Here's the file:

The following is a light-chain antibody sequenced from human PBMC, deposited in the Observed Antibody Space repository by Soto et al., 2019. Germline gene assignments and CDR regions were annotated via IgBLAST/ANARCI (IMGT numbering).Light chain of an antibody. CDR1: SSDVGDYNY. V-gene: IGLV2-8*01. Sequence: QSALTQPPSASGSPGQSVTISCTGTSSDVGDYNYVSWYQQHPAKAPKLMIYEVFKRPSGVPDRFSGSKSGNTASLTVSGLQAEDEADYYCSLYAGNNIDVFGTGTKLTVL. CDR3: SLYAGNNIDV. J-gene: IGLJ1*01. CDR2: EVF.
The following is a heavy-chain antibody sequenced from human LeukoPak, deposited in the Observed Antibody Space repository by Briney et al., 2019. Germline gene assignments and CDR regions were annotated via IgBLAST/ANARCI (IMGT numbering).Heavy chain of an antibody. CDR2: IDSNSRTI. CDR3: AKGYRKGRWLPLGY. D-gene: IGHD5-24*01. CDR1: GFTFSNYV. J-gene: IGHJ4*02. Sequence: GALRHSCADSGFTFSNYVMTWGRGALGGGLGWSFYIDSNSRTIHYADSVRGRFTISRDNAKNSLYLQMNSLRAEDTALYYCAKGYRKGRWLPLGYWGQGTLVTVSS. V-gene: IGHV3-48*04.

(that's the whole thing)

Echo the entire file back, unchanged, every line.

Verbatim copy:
The following is a light-chain antibody sequenced from human PBMC, deposited in the Observed Antibody Space repository by Soto et al., 2019. Germline gene assignments and CDR regions were annotated via IgBLAST/ANARCI (IMGT numbering).Light chain of an antibody. CDR1: SSDVGDYNY. V-gene: IGLV2-8*01. Sequence: QSALTQPPSASGSPGQSVTISCTGTSSDVGDYNYVSWYQQHPAKAPKLMIYEVFKRPSGVPDRFSGSKSGNTASLTVSGLQAEDEADYYCSLYAGNNIDVFGTGTKLTVL. CDR3: SLYAGNNIDV. J-gene: IGLJ1*01. CDR2: EVF.
The following is a heavy-chain antibody sequenced from human LeukoPak, deposited in the Observed Antibody Space repository by Briney et al., 2019. Germline gene assignments and CDR regions were annotated via IgBLAST/ANARCI (IMGT numbering).Heavy chain of an antibody. CDR2: IDSNSRTI. CDR3: AKGYRKGRWLPLGY. D-gene: IGHD5-24*01. CDR1: GFTFSNYV. J-gene: IGHJ4*02. Sequence: GALRHSCADSGFTFSNYVMTWGRGALGGGLGWSFYIDSNSRTIHYADSVRGRFTISRDNAKNSLYLQMNSLRAEDTALYYCAKGYRKGRWLPLGYWGQGTLVTVSS. V-gene: IGHV3-48*04.